This past weekend I went to the Elmina castle which is just down the coast from Cape Coast.  It’s a much older castle, built in the 1400s by the Portuguese.  The tour was similar, though the castle is much larger and the architecture very different.  It’s strange to find a structure that is the manifestation of such ugliness so beautiful, but it is.  Emotionally Elmina was a different experience; I’m not sure if it was because I had been to Cape Coast so it wasn’t as much of a shock or that the group dynamic was different, but I felt less deeply troubled for the most part.  One part of both tours that got to me were the stories of rape.  At Elmina I stood on the balcony where European colonialists would call the women slaves into a courtyard below and make their selection.

An interesting part of the tours for me was seeing who the other tourists were and how they reacted.  In Elmina there was a group of Europeans in my tour group; I think they were Dutch – the Dutch also ran Elmina for a period.  I found myself on one hand curious about how the experience would affect them, while on the other wishing that I didn’t have to share my experience with them.  That experience being of someone descended from slaves, with ancestry mixed with British and Portuguese a few generations back, unsure of how that mixing came to be; and feeling deeply connected to the history of the place in a pretty troubling way.  I know that the Dutch people on the tour (or contemporary Europeans in general) weren’t personally responsible for slavery; but if I feel so connected to and impacted by those enslaved people who are my people, it’s difficult for me to completely separate others from their history. Our history.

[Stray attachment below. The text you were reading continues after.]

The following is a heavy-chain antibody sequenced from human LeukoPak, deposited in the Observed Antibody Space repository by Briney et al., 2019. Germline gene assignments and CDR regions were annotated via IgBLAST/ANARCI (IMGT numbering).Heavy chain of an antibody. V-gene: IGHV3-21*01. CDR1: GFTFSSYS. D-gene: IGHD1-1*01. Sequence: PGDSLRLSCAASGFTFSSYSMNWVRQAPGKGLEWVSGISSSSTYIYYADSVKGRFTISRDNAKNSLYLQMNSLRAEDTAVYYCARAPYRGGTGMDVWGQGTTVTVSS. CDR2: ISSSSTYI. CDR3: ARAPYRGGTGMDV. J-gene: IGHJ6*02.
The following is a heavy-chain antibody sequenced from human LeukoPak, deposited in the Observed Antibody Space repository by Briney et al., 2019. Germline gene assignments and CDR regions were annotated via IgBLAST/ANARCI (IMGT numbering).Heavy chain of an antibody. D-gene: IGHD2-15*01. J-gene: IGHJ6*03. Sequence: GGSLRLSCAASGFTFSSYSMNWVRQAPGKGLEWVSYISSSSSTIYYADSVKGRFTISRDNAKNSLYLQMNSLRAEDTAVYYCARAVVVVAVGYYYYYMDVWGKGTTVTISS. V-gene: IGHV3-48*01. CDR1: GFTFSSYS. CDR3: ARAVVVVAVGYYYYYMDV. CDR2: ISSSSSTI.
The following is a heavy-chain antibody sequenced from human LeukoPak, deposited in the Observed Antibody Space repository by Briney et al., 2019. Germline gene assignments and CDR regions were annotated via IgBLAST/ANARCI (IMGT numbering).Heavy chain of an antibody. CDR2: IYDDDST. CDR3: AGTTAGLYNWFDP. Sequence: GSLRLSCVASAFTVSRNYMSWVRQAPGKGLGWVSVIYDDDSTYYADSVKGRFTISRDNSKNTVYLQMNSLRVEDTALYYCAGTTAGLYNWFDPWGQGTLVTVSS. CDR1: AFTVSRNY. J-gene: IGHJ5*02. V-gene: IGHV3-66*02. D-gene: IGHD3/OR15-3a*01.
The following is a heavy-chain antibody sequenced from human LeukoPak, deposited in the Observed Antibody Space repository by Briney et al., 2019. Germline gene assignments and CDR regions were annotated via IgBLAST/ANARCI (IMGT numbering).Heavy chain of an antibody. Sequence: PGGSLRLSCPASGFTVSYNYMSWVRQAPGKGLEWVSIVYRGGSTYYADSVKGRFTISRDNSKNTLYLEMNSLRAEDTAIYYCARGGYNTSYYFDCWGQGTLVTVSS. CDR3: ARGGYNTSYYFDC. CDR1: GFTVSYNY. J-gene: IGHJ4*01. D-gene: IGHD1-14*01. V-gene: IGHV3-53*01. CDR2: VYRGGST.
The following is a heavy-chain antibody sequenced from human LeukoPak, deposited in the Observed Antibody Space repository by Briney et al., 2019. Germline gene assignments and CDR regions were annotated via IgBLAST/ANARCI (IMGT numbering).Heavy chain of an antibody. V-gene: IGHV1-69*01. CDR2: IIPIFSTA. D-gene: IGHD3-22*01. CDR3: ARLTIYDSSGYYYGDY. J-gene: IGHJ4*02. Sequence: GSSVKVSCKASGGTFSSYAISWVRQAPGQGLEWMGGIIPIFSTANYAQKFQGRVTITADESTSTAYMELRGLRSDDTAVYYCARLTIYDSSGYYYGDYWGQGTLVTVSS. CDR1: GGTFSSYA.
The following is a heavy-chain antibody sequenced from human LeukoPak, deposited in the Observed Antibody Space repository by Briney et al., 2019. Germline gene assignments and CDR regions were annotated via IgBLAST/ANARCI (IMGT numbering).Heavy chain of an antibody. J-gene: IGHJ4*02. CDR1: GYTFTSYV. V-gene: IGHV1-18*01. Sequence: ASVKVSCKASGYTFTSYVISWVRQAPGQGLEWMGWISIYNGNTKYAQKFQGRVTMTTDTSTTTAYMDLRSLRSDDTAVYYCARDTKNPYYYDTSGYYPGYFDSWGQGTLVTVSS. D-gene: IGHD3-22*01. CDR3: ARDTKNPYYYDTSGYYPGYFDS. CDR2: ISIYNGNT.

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If you are ever in Ghana, I would definitely recommend visiting the castles. But the admission charges listed in the above links are wrong!

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Fashion Friday – Vintage Ghana

In honour and memory of Teodora Beatrice Aisiedu

This post was inspired by some sad news.  My supervisor at work (Samuel) lost his mom this week, she passed away on Tuesday at the age of 77.  Today Samuel asked me for help editing some pictures he has of her and as I was going through them I couldn’t help but notice how beautiful and stylish she was.  I asked if I could share the pictures on my blog and he graciously gave me permission to do so.  I also asked if he could tell me a bit about his mom.